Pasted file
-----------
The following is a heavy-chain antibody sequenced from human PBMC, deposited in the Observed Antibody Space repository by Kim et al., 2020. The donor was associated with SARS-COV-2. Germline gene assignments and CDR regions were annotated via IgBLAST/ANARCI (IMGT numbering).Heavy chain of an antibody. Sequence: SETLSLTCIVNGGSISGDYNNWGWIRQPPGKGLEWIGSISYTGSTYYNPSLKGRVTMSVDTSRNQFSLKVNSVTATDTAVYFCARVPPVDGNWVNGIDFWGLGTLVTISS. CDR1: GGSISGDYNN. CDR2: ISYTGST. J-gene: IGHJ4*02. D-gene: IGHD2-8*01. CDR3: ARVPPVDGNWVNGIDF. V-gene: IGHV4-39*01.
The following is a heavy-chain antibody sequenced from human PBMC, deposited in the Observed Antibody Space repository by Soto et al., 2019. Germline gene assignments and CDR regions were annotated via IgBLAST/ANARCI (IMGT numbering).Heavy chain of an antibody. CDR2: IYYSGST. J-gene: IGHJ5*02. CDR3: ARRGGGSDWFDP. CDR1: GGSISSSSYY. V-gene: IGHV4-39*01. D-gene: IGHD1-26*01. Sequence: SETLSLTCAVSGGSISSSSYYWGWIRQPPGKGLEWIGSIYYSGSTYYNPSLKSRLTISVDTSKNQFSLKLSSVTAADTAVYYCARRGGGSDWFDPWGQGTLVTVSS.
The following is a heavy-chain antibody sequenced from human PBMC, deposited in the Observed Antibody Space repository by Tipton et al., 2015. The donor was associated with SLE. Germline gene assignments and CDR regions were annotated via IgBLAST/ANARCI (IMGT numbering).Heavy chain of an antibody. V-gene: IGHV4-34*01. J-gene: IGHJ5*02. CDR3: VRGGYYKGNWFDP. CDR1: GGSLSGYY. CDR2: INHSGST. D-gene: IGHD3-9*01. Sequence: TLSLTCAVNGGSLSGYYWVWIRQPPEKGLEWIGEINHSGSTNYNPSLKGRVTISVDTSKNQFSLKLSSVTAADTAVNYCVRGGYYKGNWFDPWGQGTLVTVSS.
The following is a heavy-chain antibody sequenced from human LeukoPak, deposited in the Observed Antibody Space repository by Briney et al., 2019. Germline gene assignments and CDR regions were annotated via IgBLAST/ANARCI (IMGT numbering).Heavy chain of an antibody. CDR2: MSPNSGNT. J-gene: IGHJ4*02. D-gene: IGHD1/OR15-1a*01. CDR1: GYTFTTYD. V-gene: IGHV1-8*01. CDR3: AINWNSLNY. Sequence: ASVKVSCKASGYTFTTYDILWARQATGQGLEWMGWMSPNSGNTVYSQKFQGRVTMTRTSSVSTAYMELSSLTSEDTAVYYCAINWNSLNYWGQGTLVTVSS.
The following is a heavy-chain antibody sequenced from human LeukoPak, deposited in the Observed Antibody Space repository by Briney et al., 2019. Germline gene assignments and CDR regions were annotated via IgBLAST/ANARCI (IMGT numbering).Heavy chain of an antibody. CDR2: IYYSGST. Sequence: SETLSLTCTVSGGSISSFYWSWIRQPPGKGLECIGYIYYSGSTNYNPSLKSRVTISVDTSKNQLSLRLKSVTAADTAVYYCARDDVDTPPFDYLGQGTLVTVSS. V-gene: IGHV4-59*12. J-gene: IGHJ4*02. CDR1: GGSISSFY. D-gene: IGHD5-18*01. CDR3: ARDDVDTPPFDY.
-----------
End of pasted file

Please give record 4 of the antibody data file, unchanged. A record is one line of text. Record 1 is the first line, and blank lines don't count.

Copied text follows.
The following is a heavy-chain antibody sequenced from human LeukoPak, deposited in the Observed Antibody Space repository by Briney et al., 2019. Germline gene assignments and CDR regions were annotated via IgBLAST/ANARCI (IMGT numbering).Heavy chain of an antibody. CDR2: MSPNSGNT. J-gene: IGHJ4*02. D-gene: IGHD1/OR15-1a*01. CDR1: GYTFTTYD. V-gene: IGHV1-8*01. CDR3: AINWNSLNY. Sequence: ASVKVSCKASGYTFTTYDILWARQATGQGLEWMGWMSPNSGNTVYSQKFQGRVTMTRTSSVSTAYMELSSLTSEDTAVYYCAINWNSLNYWGQGTLVTVSS.